But McWane committed violations at five different facilities in New Jersey, in Alabama, in Texas, in Utah. And alongside that record of criminal violations in those four states at five facilities, they also had state criminal violations; they also had civil environmental violations. So it's fair to say we had never seen a company quite like McWane, and I would hope we would never see a company quite like McWane again.

They say they've changed. Do you believe it?

I think I'm an agnostic on the subject of whether McWane has changed. I hope they have changed. I hope they have learned their lesson. I'm concerned though, when I see that the same people who have run McWane all these many years are still running McWane. ... Change doesn't happen overnight; change doesn't happen easily, even in the face of multiple felony prosecutions. So whether they've changed or not, I don't know. Only time will tell. ...

How unique is McWane, or at least what you found when you began your investigation?

McWane was unique for a number of reasons. ... McWane had significant violations of environmental laws and worker-safety laws at multiple facilities. They're not the only company that's ever had a problem at more than one facility, but I'm not aware of another company that had violations at as many facilities. So that's one way they're unique. ...

The prosecutors who worked in the case said they'd never seen anything like it. They'd never seen an environment quite like McWane, and they'd never seen a culture of fear quite like the McWane employees described to them, where people were put so much under the gun and were told, in no uncertain terms, that they weren't to be sharing information about what happened at McWane and that there would be consequences if they did.

Do you feel a certain kind of personal pride or success in this case?

I think everybody who worked on the McWane prosecutions deserves a tremendous amount of credit. You don't successfully prosecute a series of cases like the McWane cases without a tremendous effort by a lot of people across a lot of different agencies.

And much of the misconduct we saw at McWane, much of the criminal activity we saw at McWane was unprecedented. I think the level of cooperation we had in these prosecutions was unprecedented, and I'm certainly proud of what everybody accomplished and how much we were able to do in these cases.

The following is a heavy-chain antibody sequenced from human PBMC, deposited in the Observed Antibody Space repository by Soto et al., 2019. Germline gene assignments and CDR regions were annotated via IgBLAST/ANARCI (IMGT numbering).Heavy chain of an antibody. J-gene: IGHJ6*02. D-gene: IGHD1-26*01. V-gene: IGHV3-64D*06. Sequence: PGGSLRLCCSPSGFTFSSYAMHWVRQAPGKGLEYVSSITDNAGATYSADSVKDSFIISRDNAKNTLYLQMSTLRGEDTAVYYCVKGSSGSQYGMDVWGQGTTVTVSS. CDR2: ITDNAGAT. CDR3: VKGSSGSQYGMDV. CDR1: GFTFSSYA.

So these prosecutions -- this theory [of working with OSHA] that you checked out in doing McWane -- that encouraged you to do more?

Well, that and the response we received from OSHA encouraged us that there is more work to be done in the worker-endangerment area. We did training throughout the country for OSHA officials. Now, what we learned from OSHA officials is that these are hardworking people who have a difficult job. They have to go into companies where nobody's rolling out the welcome mat for them, and they have to try and figure out whether the company's being operated in a safe way. ...

We ask a lot of our companies in America -- as we should -- that they do everything they can to protect the health and safety of their workers. But when they don't do what they should -- when they don't honor their commitments under the law, when they don't protect the health and safety of their workers, and when they do that knowing full well that's what they're doing -- there's not a lot in the way of criminal sanctions available.

What we found in working with OSHA officials is we found a lot of people who were frustrated, a lot of people who were dispirited by the fact that they didn't really feel like there was much they could do about the worst violators, at least not until we started working with them. And once we started working with them we started being able to bring to bear these felony environmental violations, and charge felony crimes for some of the problems they'd seen over the years. We got a very favorable response, and we've been working on more cases -- at least we were when I left the Justice Department.

This became an initiative under your leadership. Explain how that happened.

As I mentioned, we had seen over the years a number of cases involving worker injuries and worker deaths in the course of committing environmental crimes. And we'd also come to realize that the same people within companies who had responsibility for environmental compliance also had responsibility for workers' safety. Governmental compliance and regulatory compliance usually is addressed by one part of a corporation.